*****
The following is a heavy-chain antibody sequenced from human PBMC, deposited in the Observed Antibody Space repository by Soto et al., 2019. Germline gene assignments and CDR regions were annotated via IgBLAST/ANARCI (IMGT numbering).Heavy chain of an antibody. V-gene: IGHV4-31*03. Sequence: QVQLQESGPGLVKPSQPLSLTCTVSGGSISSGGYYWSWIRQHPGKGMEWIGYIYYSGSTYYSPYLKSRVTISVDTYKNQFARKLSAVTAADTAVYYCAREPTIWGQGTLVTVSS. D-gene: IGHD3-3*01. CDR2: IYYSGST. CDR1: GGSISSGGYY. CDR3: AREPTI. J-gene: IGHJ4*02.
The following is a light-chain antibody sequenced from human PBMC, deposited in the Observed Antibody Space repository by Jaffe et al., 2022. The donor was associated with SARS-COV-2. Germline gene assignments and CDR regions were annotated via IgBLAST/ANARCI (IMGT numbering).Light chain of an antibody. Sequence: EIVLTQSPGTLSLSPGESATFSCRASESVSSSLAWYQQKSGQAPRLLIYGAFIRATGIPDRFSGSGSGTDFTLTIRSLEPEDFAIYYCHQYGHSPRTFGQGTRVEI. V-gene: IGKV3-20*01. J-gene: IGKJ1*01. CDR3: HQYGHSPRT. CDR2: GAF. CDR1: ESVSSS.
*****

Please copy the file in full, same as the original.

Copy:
The following is a heavy-chain antibody sequenced from human PBMC, deposited in the Observed Antibody Space repository by Soto et al., 2019. Germline gene assignments and CDR regions were annotated via IgBLAST/ANARCI (IMGT numbering).Heavy chain of an antibody. V-gene: IGHV4-31*03. Sequence: QVQLQESGPGLVKPSQPLSLTCTVSGGSISSGGYYWSWIRQHPGKGMEWIGYIYYSGSTYYSPYLKSRVTISVDTYKNQFARKLSAVTAADTAVYYCAREPTIWGQGTLVTVSS. D-gene: IGHD3-3*01. CDR2: IYYSGST. CDR1: GGSISSGGYY. CDR3: AREPTI. J-gene: IGHJ4*02.
The following is a light-chain antibody sequenced from human PBMC, deposited in the Observed Antibody Space repository by Jaffe et al., 2022. The donor was associated with SARS-COV-2. Germline gene assignments and CDR regions were annotated via IgBLAST/ANARCI (IMGT numbering).Light chain of an antibody. Sequence: EIVLTQSPGTLSLSPGESATFSCRASESVSSSLAWYQQKSGQAPRLLIYGAFIRATGIPDRFSGSGSGTDFTLTIRSLEPEDFAIYYCHQYGHSPRTFGQGTRVEI. V-gene: IGKV3-20*01. J-gene: IGKJ1*01. CDR3: HQYGHSPRT. CDR2: GAF. CDR1: ESVSSS.